A SOLDIER convicted of stalking his ex-girlfriend, breaking into her flat and cutting her neck open from ear to ear, has been jailed for life with a minimum term of 22 years.

Lance Corporal Trimaan "Harry" Dhillon, 26, was convicted of murdering Alice Ruggles and leaving her to bleed to death on her bathroom floor in Gateshead last October.

Newcastle Crown Court heard that she was terrified of him and had got an official police warning to stop him from contacting her, but the obsessive and manipulative Special Forces hopeful ignored it, and drove from his Edinburgh barracks to Tyneside to kill her in a jealous temper.

Judge Paul Sloan QC told Dhillon the murder was an act of "utter barbarism".

He said: "Not a shred of remorse have you shown from first to last - indeed you were concentrating so hard on getting your story right when giving evidence you forgot even to shed a crocodile tear."

Miss Ruggles' family wept and hugged each other when the verdict was recorded.

The Northern Echo:

Alice Ruggles in a new image released today

There was no visible reaction from her killer.

The pair developed an intense relationship over the internet while Dhillon was serving in Afghanistan and Miss Ruggles, a 24-year-old graduate from Leicestershire, was working for Sky in Newcastle.

Dhillon soon set about alienating her from her friends, knocked her self-confidence and demanded her constant attention.

His previous partner suffered similarly and her ordeal only ended after she took out a restraining order.

Despite professing to love Miss Ruggles, who was described by friends as full of life and fun, the 2 Scots signaller was also serially unfaithful.

When Miss Ruggles, who had been made miserable, decided to end the relationship in August last year, Dhillon became obsessive.

He contacted her mother on social media, pleading with her to intervene, he hacked into his ex's Facebook account to monitor her movements and would send her pleading messages and crying selfies.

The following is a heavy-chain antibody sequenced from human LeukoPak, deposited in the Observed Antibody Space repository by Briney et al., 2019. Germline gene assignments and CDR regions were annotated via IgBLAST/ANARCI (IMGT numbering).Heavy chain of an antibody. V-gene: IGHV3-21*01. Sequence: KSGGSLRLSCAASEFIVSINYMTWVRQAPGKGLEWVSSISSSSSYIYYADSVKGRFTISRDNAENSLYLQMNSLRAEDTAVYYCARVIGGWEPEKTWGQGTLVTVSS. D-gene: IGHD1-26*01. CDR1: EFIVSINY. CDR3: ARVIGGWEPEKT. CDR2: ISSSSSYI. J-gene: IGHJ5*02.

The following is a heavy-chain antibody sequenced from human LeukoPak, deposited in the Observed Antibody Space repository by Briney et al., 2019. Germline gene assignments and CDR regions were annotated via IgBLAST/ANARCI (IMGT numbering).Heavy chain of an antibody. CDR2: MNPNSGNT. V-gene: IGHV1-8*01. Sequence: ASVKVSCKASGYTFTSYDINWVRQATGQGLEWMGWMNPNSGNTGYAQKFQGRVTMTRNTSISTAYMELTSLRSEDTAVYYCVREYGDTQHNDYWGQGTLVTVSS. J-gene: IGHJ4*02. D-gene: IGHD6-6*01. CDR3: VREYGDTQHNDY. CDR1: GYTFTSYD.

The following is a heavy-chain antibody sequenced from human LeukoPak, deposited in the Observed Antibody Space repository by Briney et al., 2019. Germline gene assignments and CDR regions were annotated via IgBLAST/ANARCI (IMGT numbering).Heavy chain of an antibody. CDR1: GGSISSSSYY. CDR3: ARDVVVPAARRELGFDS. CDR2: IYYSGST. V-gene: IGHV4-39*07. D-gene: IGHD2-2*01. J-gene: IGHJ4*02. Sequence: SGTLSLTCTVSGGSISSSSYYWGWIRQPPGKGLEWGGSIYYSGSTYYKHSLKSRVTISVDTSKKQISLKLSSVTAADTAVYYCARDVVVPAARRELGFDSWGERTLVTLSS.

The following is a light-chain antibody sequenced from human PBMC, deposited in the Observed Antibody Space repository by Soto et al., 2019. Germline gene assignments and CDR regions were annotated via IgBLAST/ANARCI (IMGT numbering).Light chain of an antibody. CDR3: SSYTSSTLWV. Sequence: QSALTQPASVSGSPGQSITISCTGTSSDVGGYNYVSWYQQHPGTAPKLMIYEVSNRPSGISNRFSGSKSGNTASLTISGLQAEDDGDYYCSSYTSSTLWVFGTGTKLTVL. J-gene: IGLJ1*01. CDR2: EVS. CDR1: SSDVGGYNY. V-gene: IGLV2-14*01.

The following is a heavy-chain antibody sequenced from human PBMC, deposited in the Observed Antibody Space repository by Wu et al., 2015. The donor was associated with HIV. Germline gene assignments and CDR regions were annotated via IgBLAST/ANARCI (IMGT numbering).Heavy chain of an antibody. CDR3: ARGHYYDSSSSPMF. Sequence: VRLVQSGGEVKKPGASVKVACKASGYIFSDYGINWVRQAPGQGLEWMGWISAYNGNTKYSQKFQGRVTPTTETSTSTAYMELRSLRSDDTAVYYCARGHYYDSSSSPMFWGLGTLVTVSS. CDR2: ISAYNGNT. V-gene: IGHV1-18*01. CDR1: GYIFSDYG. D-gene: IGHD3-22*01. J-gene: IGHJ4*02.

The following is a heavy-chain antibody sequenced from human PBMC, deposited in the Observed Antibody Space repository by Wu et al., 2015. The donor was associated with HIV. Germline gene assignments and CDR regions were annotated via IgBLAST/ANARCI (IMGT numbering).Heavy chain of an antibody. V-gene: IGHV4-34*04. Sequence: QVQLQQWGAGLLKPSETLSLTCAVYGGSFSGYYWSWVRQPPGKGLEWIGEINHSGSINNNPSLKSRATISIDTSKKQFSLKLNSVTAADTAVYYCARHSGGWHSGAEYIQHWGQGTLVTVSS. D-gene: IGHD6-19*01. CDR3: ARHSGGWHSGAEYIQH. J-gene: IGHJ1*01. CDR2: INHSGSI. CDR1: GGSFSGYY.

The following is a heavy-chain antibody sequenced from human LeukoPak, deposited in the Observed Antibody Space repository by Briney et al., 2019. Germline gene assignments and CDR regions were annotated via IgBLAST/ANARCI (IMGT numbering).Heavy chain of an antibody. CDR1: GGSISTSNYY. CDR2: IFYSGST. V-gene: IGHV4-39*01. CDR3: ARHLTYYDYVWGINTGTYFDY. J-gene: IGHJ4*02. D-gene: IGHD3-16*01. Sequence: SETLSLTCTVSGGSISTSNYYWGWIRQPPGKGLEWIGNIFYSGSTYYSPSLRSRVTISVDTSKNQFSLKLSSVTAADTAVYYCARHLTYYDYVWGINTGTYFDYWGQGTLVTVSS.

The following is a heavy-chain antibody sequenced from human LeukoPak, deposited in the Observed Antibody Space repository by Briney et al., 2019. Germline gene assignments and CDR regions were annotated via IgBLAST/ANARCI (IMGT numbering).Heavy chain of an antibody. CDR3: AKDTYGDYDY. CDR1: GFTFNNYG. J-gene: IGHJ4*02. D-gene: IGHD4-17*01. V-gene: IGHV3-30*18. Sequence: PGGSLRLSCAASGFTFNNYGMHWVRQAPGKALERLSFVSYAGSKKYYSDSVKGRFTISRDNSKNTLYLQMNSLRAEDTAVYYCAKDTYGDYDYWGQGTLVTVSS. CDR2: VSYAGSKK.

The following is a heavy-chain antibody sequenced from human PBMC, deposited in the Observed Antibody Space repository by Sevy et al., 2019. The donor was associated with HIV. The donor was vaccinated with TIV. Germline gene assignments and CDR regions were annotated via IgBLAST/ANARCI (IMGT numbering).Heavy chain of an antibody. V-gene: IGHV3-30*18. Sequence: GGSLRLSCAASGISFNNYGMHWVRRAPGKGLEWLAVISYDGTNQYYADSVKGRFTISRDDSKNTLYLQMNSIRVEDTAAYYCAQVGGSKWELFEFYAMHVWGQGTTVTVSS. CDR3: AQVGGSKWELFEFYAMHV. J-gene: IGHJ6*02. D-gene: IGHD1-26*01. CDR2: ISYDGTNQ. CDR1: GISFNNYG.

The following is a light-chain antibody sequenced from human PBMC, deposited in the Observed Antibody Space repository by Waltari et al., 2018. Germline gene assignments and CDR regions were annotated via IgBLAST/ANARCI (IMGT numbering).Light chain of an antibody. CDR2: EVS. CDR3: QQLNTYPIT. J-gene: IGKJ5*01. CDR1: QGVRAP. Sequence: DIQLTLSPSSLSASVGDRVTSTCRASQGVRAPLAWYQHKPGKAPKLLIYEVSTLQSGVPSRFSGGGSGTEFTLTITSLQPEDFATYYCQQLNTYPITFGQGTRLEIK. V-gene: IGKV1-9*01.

Things became more sinister when he discovered she might be starting a new relationship with an Army officer she met in Germany.

Dhillon stalked her ground-floor flat at night, knocking on her bedroom window and terrifying her.

She contacted police, whose initial response she later described as "brilliant", and obtained a PIN (harassment notice) warning, telling him to stay away.

But Dhillon, who was born in India and hoped to join the Special Reconnaissance Regiment, ignored it and sent her a parcel with a pleading note.

When Miss Ruggles contacted police again, she was asked if she wanted him to be arrested, and she declined.

She later told a friend she felt "palmed off", and in frustration told her sister Emma the police would "respond when he stabs me".

Northumbria Police said they have referred their actions to the IPCC, but said no-one at the time knew the threat he posed.

On October 12, Dhillon climbed into Miss Ruggles' flat through an open window and set about murdering her in the bathroom, probably kneeling on her back and holding her head up to slash her throat at least six times, cutting through to the spine.

She suffered 24 injuries, including defensive wounds, while Dhillon, who at 6ft 1in and 12st 7lb was almost a foot taller and three stone heavier, suffered none.

Nevertheless, he claimed in court that she had attacked him and she died after accidentally plunging the knife into her own neck.

He fled without dialling 999 and took her phone with him.

It was left to her flatmate, Maxine McGill, to summon the emergency services when she came home to find Miss Ruggles lifeless in the bathroom.

Her harrowing 999 call in which she repeatedly shouted "Alice" to her fatally-wounded friend was played to the jury.

In that call she named Dhillon as the suspect and he was arrested at his barracks that night.

He initially denied being in the flat that evening, but changed his story after Miss Ruggles' blood was found on his Help For Heroes wristband and on the steering wheel of his BMW.

The family Miss Ruggles have encouraged other victims of stalking to speak out.

In a statement made through the Suzy Lamplugh Trust, which helps people avoid becoming victims of violence, her family said her loss would stay with them for the rest of their lives.

Mother Sue said: "I just keep thinking I can't believe we didn't identify the signs of stalking but you just don't know when it's going on.

"Unfortunately when Alice reported it to the police she was very reluctant and told them she didn't want to get him into any trouble. He hadn't been violent just very arrogant and controlling.

"In fact he told her via texts several times 'I don't want to hurt you'. He texted me saying he wouldn't hurt her but implying that it was my duty to stop her being disrespectful to him. And he sent me messages at 4am.

"I would like what happened to Alice to encourage others to seek support if they are worried about someone's behaviour. We hope to work with Suzy Lamplugh Trust to raise awareness of the danger signs of stalking."

Clive, her father, said: "All of us are trying to cope with losing Alice in different ways. We all miss her very much and it is a case of taking one day at a time. The effects of losing Alice will be with me and with all of us, every day, for our entire lives."